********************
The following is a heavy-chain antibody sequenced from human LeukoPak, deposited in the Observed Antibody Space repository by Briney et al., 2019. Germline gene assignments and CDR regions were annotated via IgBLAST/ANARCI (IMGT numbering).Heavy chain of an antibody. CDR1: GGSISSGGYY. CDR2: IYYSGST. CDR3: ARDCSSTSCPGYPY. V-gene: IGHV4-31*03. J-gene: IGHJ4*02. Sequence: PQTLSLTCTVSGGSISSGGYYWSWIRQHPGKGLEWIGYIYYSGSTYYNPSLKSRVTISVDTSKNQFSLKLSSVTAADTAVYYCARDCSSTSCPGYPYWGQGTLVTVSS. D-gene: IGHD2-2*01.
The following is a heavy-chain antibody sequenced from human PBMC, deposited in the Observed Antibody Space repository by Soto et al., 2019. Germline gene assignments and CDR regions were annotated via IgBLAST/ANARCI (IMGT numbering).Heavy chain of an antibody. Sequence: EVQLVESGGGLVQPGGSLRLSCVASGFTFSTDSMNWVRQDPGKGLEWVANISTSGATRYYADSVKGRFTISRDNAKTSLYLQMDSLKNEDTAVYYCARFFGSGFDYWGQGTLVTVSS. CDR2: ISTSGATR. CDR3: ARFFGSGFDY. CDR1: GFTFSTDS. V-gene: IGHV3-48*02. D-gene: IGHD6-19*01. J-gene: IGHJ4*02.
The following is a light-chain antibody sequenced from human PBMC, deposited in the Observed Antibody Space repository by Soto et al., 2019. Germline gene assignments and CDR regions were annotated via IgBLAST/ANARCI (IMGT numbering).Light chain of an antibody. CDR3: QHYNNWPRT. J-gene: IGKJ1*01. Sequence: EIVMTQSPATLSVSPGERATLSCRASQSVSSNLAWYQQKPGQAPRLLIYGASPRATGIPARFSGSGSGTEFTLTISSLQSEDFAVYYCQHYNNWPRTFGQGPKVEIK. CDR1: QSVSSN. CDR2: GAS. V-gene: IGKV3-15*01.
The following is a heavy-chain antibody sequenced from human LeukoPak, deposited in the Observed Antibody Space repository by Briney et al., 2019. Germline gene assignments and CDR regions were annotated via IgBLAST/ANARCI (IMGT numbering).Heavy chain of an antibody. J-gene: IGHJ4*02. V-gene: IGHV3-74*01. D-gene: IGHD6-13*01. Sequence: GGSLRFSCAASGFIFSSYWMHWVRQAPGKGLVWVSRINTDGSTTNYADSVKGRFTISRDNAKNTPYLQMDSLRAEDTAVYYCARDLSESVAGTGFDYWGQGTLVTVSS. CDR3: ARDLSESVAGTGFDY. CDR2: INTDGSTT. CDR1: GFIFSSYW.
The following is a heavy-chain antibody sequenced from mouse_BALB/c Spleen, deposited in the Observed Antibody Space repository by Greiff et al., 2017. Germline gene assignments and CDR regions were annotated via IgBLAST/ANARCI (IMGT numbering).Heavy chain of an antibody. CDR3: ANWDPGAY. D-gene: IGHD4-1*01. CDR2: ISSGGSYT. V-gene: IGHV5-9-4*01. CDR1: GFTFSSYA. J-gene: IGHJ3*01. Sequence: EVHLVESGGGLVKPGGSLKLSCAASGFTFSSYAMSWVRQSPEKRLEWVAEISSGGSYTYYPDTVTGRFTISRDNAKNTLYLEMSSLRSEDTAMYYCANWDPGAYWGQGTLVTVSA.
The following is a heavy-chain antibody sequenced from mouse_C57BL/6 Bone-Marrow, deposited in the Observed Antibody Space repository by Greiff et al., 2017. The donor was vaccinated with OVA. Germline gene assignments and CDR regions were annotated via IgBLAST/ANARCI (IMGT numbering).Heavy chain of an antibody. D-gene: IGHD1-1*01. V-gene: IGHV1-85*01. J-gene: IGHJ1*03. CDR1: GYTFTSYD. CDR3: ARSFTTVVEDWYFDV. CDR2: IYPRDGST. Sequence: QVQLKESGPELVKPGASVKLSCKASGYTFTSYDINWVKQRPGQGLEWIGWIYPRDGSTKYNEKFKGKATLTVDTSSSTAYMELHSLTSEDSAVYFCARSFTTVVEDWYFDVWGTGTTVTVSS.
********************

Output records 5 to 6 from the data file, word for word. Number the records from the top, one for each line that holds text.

The following is a heavy-chain antibody sequenced from mouse_BALB/c Spleen, deposited in the Observed Antibody Space repository by Greiff et al., 2017. Germline gene assignments and CDR regions were annotated via IgBLAST/ANARCI (IMGT numbering).Heavy chain of an antibody. CDR3: ANWDPGAY. D-gene: IGHD4-1*01. CDR2: ISSGGSYT. V-gene: IGHV5-9-4*01. CDR1: GFTFSSYA. J-gene: IGHJ3*01. Sequence: EVHLVESGGGLVKPGGSLKLSCAASGFTFSSYAMSWVRQSPEKRLEWVAEISSGGSYTYYPDTVTGRFTISRDNAKNTLYLEMSSLRSEDTAMYYCANWDPGAYWGQGTLVTVSA.
The following is a heavy-chain antibody sequenced from mouse_C57BL/6 Bone-Marrow, deposited in the Observed Antibody Space repository by Greiff et al., 2017. The donor was vaccinated with OVA. Germline gene assignments and CDR regions were annotated via IgBLAST/ANARCI (IMGT numbering).Heavy chain of an antibody. D-gene: IGHD1-1*01. V-gene: IGHV1-85*01. J-gene: IGHJ1*03. CDR1: GYTFTSYD. CDR3: ARSFTTVVEDWYFDV. CDR2: IYPRDGST. Sequence: QVQLKESGPELVKPGASVKLSCKASGYTFTSYDINWVKQRPGQGLEWIGWIYPRDGSTKYNEKFKGKATLTVDTSSSTAYMELHSLTSEDSAVYFCARSFTTVVEDWYFDVWGTGTTVTVSS.